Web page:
Should I invest in my own state?

19 Replies

I live in Arvada, Colorado, a suburb of Denver. The housing market here is very expensive compared to other places in the United States, where even a small townhome (2 beds, turnkey, no repairs, good area) runs around 100k. Ouch. And the kind of property I want to buy, multifamily, easily runs 250k to 400k (unless you're rehabbing, then slightly less). 

I'm only 22, and I don't have any other financial resources besides myself and my hourly wages. No money in the family, no asking mommy or daddy for a down payment. I'm afraid that the amount of money I can save within a short amount of time won't be worth investing in my own area because of the over inflated prices. The same $20,000 or 3.5% investment I could make on a fourplex in my own state, FHA and therefore owner occupied, could also be 20% down on a fourplex in another area with no need to owner occupy.

That being said, should I invest in a different state with a weaker housing market? 

I would actually prefer to owner occupy in a fourplex and do my own property management for the experience and extra cash flow, but I just don't think I can purchase in my own area...

I've read the blogs and watched the videos of some other successful investors, namely @Lisa Phillips and @Joe Fairless who invest in other states with a lot of success. However, investing outside my own neighborhood feels daunting, since I don't have personal contacts anywhere but Denver.

How do I determine what is right for me? Thoughts?

If you don't have your own house yet I would definitely suggest an owner occupied loan on a duplex/triplex/Quad. Duplexes aren't to hard to find. The others a bit tougher. Hard part is you will be up against some cash buyers. So be smart with your offers and don't over pay. If you are brave enough to buy in a fringe area you can do pretty well. See what you can get qualified for on a loan. 

Originally posted by @Tom Spaeth:

If you don't have your own house yet I would definitely suggest an owner occupied loan on a duplex/triplex/Quad. Duplexes aren't to hard to find. The others a bit tougher. Hard part is you will be up against some cash buyers. So be smart with your offers and don't over pay. If you are brave enough to buy in a fringe area you can do pretty well. See what you can get qualified for on a loan. 

 Agree with this 100%!

@Tom Spaeth  and @Anson Young  There's no question that I want to go toward multifamily - everything seems to support that idea, from blogs of other investors through to my own number crunching. Hands down on this decision.

The issue is in raising finances - I can produce only ~15-20k in the next 6-8 months which will barely cover down payment on a multifamily plex in the Jeffco area, and I may not qualify at all due to lack of enough personal income from my full time job and lack of reserve funds (6mo reserve mortgage payments and reserve repair funds), etc.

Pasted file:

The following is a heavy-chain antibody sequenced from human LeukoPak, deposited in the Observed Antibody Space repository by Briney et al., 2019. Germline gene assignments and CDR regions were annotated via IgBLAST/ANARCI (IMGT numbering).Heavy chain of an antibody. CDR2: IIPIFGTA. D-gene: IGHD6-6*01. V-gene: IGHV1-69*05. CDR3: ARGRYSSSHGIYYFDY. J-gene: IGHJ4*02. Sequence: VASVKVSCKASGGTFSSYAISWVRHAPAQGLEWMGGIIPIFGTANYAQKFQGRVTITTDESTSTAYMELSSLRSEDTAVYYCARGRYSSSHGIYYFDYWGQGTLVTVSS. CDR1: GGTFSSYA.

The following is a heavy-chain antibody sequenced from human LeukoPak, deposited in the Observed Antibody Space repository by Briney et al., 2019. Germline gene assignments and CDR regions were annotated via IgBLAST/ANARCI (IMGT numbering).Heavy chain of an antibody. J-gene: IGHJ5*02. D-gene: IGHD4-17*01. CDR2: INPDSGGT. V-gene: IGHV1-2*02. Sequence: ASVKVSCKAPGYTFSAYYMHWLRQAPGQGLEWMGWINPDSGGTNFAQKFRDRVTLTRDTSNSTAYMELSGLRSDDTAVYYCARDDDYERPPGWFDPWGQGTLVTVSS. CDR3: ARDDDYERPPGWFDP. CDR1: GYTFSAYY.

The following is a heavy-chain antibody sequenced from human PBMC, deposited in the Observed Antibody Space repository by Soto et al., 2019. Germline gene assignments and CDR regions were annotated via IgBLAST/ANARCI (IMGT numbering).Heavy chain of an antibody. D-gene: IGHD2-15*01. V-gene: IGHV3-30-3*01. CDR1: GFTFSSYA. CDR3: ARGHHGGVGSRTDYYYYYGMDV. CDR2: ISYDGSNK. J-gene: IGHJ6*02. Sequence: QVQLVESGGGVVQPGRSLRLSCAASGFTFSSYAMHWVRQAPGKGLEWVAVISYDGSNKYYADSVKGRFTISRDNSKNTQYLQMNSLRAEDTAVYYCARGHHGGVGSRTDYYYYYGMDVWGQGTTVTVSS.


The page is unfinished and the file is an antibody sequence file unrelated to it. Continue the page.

The same 15k could be 30-50% down on a fourplex somewhere much, much cheaper like Chicago, Detroit, Cleveland, Milwaukee etc. With some repairs, there can be a lot of cash flow there. 35k and some repairs seems like much less to swallow than 350k and some repairs.

Because of my lack of cash, am I thinking way too big looking at my own cities? Should I even invest in Colorado? 

The hard part about other cities is that you don't know them. It can be pretty hard to really know where you should invest. I lived for many years in Chicago. I knew this wholesaler who was working Chicago from Here. I would have been scared to go to most areas where he was wholesaling. The areas where you can get great deals may not be good areas to own something. They look great on paper.

That all said (as a gentle warning), There are great deals that can be found in other cities. You just have to do your research.

However, maybe you are looking at this problem with one solution in mind. Namely having to earn money through your job. The first money I earned in real estate was to find a deal and give it to another investor for a fee. Do that a few times and then you might have some down payment money.

This works if you are have the time to go look for a deal and willing to do the work. It's not quick and easy. But it works.

Call anytime if you want some thoughts on that.

One suggestion. Look further outside the Denver metro area. Some of the smaller towns out on the prairie and even up in the mountains (away from the skiing areas of course) have possibilities.  When I moved here, I could have bought a house with a postage size lot in town, but I picked a place 16 miles from town out on the prairie, and for the same price I bought a house with over 2 acres.

I'd be very careful about owning anything you can't drive to. I've done it, and won't be doing it again. If you do, make sure you have competent and trustworthy prop. mgt. on the ground there.

You might try places like Pueblo or Greeley or any number of other towns in Colorado.

@Kayla Davis